KABUL – Taliban officials revealed on Wednesday that dozens of Pakistani militants affiliated with the Islamic State group have either been killed or arrested in Afghanistan over the past year. This disclosure comes just days after Islamabad accused Afghan people of participating in suicide attacks within its borders.
Recent times have seen escalating tensions between the neighboring countries due to a surge in suicide bombings in Pakistan. Islamabad has asserted that these militants often receive support from their Afghan counterparts.
Zabihullah Mujahid, the spokesperson for the Taliban government, informed AFP on Wednesday that 18 Pakistani citizens had been “neutralized by our Afghan forces” within the last year. These individuals were identified as members of the Islamic State and were found to be implicated in various explosive attacks and assaults. Mujahid further added that numerous others were currently held within Afghan detention facilities.
Mujahid’s statement expanded upon a late Tuesday announcement, which emphasized that responsibility for “security lapses within any country in the region” should not be attributed to the Taliban authorities. The announcement noted, “Rather than pointing fingers at Pakistan, the Afghan government has bolstered its security measures.”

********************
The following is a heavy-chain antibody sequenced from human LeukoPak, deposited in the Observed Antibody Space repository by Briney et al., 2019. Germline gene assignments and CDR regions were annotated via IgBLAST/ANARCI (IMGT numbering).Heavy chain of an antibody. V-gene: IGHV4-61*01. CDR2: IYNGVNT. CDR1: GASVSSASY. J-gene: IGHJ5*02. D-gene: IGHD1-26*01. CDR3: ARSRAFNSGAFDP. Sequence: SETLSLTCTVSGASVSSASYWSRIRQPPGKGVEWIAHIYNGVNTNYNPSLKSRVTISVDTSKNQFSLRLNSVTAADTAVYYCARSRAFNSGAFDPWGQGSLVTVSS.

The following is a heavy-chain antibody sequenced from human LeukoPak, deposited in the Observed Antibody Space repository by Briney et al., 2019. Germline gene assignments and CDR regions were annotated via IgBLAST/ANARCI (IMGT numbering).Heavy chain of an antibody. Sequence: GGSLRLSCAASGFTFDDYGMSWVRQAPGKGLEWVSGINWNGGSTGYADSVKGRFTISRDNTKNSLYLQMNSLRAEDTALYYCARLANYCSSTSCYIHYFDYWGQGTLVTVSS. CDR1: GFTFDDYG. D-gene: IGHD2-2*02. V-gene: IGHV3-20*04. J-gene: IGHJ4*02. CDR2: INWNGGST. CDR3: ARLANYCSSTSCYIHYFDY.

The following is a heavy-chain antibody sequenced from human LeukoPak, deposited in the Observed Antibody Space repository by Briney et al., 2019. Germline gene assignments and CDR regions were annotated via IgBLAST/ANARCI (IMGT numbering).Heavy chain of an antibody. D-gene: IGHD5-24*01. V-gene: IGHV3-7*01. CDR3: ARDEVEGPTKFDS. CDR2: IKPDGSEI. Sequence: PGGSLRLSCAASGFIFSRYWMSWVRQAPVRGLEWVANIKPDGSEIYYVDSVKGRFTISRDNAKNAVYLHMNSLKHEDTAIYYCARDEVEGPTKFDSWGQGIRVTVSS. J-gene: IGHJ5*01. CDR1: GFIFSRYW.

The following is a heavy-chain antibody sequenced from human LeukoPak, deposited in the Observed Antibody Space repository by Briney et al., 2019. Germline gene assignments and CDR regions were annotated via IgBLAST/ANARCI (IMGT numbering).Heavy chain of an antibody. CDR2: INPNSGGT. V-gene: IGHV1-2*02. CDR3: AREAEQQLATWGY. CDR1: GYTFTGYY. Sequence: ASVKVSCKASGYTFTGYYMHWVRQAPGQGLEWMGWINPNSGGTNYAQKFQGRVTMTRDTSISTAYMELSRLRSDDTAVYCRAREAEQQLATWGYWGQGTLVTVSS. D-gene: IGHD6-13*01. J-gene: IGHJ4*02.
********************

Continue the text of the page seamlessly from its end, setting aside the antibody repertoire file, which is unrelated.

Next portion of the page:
This occurrence marks the first instance in which the Taliban authorities have publicly attributed attacks in Afghanistan to Pakistanis.
Islamabad asserts that militants perpetrating assaults in Pakistan operate from safe havens located in Afghanistan, often with the assistance of Afghan citizens.
On Monday, General Syed Asim Munir, the military chief, cautioned against the involvement of Afghan nationals, as it “undermines regional tranquility, stability, and deviates from the Doha Peace Agreement.” This agreement facilitated the withdrawal of US-led forces from Afghanistan after a two-decade-long presence.
Consistently, the Taliban authorities have pledged to prevent foreign militants from utilizing Afghan soil to orchestrate attacks abroad—a fundamental component of the peace agreement.
In a speech aired by Afghan state media last week, the defense minister warned security units against engaging in combat beyond Afghanistan, labeling it as a form of warfare that lacked religious sanction, contrary to the teachings of Supreme Leader Hibatullah Akhundzada.